Sorry, googling’s failed. Is there a list somewhere of settings for making real-world equivalent lights for use with Troy Sobotka’s Filmic OpenColorIO configuration of Blender’s color management? Like if I want something that casts roughly the same amount of light as a 60 watt incandescent light bulb, what type of lamp (I’m assuming point, but) should I use at what strength?
To my knowledge, light strength is in watts and emissive materials in watts per square meter of surface. Sun lamp produces irradiance of watt per square meter of perpendicular surface for one unit. One blender unit is equivalent to one meter by default. But in practice, relative strength is all that matters. The fact that emission strength of 1.0 with unity white produces linear value of 1.0 should give some insight into what the relation of blender default exposure to real world camera is: for example, what should the aperture-iso-shutter combination be to produce ~2.5 stops above middle gray with 1w/m2 emissive surface.
So no list is necessary because it can be calculated? Great! But (excuse my noobishness and ignorance) from what you’ve posted I’m not seeing how to do this.
How to do what exactly? What do you want to achieve?
If you want, for example, 60W and 100W bulbs, use values of 0.6 and 1.0, 6.0 and 10.0, 60.0 and 100.0 etc and adjust the exposure accordingly. Relation is important, absolute values not so much. Choose type of lamp by how it emits light: uniformly in all directions (point), as a projector (spot), as sun with parallel rays (sun), from flat surface (area or emissive object).
This is a simple approach ofcourse. If you want to use color temperatures, IES profiles and so on, you should be more specific about what you want and what you need.
Obtain light efficacy from the manufacturer. Today that 0.1 (6-12%) rarely applies, but have higher efficiency.
For sun, have a look at this. If doing mixed light (practicals, motivation, sun&sky), simulate actual modifiers (both nd and color temperature wise) like photographers do in the real world to get the best shot rather than the most realistic which tends to be crappy. Maybe render them out separately and adding them together in post for best control.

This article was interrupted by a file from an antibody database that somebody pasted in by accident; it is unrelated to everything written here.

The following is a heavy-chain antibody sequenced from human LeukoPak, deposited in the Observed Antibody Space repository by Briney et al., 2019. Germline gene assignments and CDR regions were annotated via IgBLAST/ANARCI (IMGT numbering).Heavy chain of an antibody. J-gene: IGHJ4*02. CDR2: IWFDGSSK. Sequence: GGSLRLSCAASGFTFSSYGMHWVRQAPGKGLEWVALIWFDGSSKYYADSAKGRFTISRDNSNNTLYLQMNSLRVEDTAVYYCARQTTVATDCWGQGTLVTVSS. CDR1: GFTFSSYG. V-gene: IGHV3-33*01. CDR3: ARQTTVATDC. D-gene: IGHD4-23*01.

The one thing that I thought I understood from kesonmis’ answer was that a white point lamp with a strength of 60 was the equivalent of a 60 watt light bulb – now I’m confused again.
So I did some test renders with your values: a ceramic Stanford Bunny as a child’s bedside light, with a white point-lamp about where the lightbulb’s filament would be, the HDRI strength turned down to 0.005, the Exposure on the default of 1, and filmic. Three renders with the lamp’s strength at 60, 6, and 0.6 – none of 'em looked like the light from a 60 watt incandescent bulb (two of them were too bright, one too dim). I was about to post them with “what am I doing wrong” when I realized that I’d scaled everything (including the position of the point-lamp) to the bunny I’d been working on earlier, which wasn’t even close to the size of one on a bedside lamp. Fixed that (against the one in my bedroom), rendered again, and the one with the point lamp on a strength of 6 looks much like the light from a white 60 watt lightbulb in a dark room. Eureka!
But I still don’t understand why the right strength’s 6 instead of 60.
I’m not a photographer – since “with filmic blender you don’t really have to cheat like you were used to and you can use way more realistic values when it comes to setting up lights”, I want to know what the realistic values are. Thanks for your recommendation of Johnson Martin’s informative article, but that says it only addresses the values for Sun and Mesh lamps because they’re measured in units of irradiance – it ignores all other lamp types because they are measured using “another system”. Since some of my renders will be indoors and lit by light bulbs, I also want to know what the realistic values for point lamps are. (And the rest of 'em while I’m at it, just in case.)
When buying light bulbs I like warm white (2700-3000 kelvin), but I figured I could get into color temperature later – for the purposes of this discussion I’m sticking with simple white.
First off, they all look like a 60W bulb on dark room, just one is exposed correctly, one over and one under. This is why I wrote about first finding out what the default exposure equals to camera settings wise.
Other thing to note is that filmic is a post-processing effect, a tone mapping. It basically rolls off the highlights to produce a more pleasing image, similar to how analog film reacts ro light. But it does not change lights themselves in any way before or during render. Cheating has the purpose of artificially creating (“modeling” if you like) this pleasing rolloff by using non-realistic relations and falloffs, using filmic makes these cheats unnecessary.
Sorry I didn’t respond a year ago – this pretty much blew my mind for a while. Thanks for your help!
Hey there! I ran into this same issue with the lights in eevee. I have no idea how these things work. Right now, I have 6 lights at 1W and they are waaaaay too bright for being just 1W. Did you ever figure out how this works?